Apr 17, 2012, 06:45AM

Xiu Xiu's Strange, Brutal Honesty

On the band's best album, The Air Force.

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I love Xiu Xiu; they’re one of our most important bands. Jamie Stewart and co.’s brash and abrasive electro pop sound and lyrical focus on child abuse, rape, murder, and suicide make them far more potent than any of their synthy peers. Xiu Xiu is an island unto themselves, and none of the members seem even remotely interested in touching the territory they’ve covered. Thing is, as much as I love the band and what they do, I could never fully get behind any of their albums, except 2006’s The Air Force. Everyone always immediately goes to Fabulous Muscles or even their debut Knife Play, but I find it really peculiar that The Air Force is so underappreciated, even by Xiu Xiu fans. It’s a beautiful record, tackling the same past traumas and ugliness but with more grace than anything else before or after. The Air Force combines doll-like innocence and pretty sounds with the most horrific assault and totally vicious noise. It’s the Xiu Xiu M.O., and they haven’t bested it since.

Even if I haven’t been able to deeply appreciate any other Xiu Xius record, they’re still one of my favorite bands because of how intensely honest they are. Jamie Stewart has made it clear through interviews over the years that he and his siblings were abused as kids, and it creeps up frequently, especially on The Air Force. So goes the chorus of “Vulture Piano”: “You could say it’s nothing/You could claim there’s no one to hide/You could be/respectable and/keep it to yourself/at least, you should know/she was the best that you’ve had.” Stewart crams all the bitterness and hate he can muster into those italicized words, cast against a melancholy but buoyant synth progression and interspersed with frenzied noise blasts. Stewart is getting his revenge, but it’s not messy or alienating, even though these songs sound utterly molested and damaged, their beauty remains, and he really won in the end.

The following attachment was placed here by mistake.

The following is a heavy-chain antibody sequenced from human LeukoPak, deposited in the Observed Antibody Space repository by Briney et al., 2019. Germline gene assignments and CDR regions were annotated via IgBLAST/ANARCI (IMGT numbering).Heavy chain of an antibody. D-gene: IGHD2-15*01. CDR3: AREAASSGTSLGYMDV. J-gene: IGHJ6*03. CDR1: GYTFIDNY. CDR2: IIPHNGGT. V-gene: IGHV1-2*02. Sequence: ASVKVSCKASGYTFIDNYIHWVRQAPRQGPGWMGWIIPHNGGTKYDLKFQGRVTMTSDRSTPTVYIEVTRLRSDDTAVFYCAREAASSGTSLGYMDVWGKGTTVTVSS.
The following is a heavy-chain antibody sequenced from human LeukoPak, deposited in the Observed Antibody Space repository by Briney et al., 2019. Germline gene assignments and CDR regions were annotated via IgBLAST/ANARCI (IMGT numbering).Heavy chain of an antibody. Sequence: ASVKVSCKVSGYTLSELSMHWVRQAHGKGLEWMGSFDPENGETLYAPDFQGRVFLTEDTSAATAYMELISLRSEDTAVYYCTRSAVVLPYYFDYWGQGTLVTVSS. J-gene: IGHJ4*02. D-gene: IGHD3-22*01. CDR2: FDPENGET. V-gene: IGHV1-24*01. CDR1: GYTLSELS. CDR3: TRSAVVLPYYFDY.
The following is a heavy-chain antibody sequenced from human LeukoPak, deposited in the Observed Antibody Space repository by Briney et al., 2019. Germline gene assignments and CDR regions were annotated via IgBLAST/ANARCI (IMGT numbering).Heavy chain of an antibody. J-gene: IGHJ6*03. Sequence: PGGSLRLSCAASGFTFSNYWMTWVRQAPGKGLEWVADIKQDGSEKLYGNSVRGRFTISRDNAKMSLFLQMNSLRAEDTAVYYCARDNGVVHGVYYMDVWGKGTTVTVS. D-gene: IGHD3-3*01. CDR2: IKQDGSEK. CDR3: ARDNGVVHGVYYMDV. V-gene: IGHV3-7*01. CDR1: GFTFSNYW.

“My brother and sister and I/trying to make some sense of this,” goes “PJ in the Streets…” Auto harp waves, strangled little baby voices mewing from the bottom, “It’s just a fleeting thought, though/For there is nothing in our wondering/Night in, night out/Love begins and love ends/the red sun rises/sadness is still in print/My royal name is Cyrus the Selfish/and yours…/Panic in the Streets of London.” All the little sounds swell, autoharps, gentle upright bases, and a wave of distorted horn sounds, all come crashing down. Stewart’s voice is very emotive and will probably remind you of Morrissey, but sonically Xiu Xiu is so far beyond anything the Moz has attempted since the late 80s. The music is a perfect reflection of the horrible, humiliating anguish that sexual abuse brings. It’s a messy, emotional, Barbie-pretty one moment and prison rape dark the next. But it doesn’t try to needle you at every other turn. It’s a very sad record, but it’s their true triumph, full of grace and reflective. “When we see the hate in your eyes, it doesn’t make us better men.” Stewart isn’t crying, screaming, or throwing a tantrum out of panic: he uses all these pieces to put together this shimmering, beautifully damaged portrait of molested children. It’s not grotesque at all, though: The Air Force is a completely triumph against his abuser. It’s a “Look where I am, look where you are. Fuck You” record like no other. This isn’t jilted lovers we’re talking about. There’s pain in every single sound. That’s why Xiu Xiu is one of our most important bands—even if it’s not consistent or manageable all the time, they’re easily making the most emotionally potent and real music these days.

On every other record of theirs I’ve tried to absorb, these elements are not as gelled or consistent as on The Air Force: there’s no graphic anti-military rants, “I Luv Abortion,” or tales of transvestites with AIDS. This is a brother standing up for himself and his siblings and showing just how much of a worthless slug that person is. “She was the best that you’ve had,” and “you” will never make any art as magnificent as this. The Air Force is the most emotionally visceral record I’ve ever heard.


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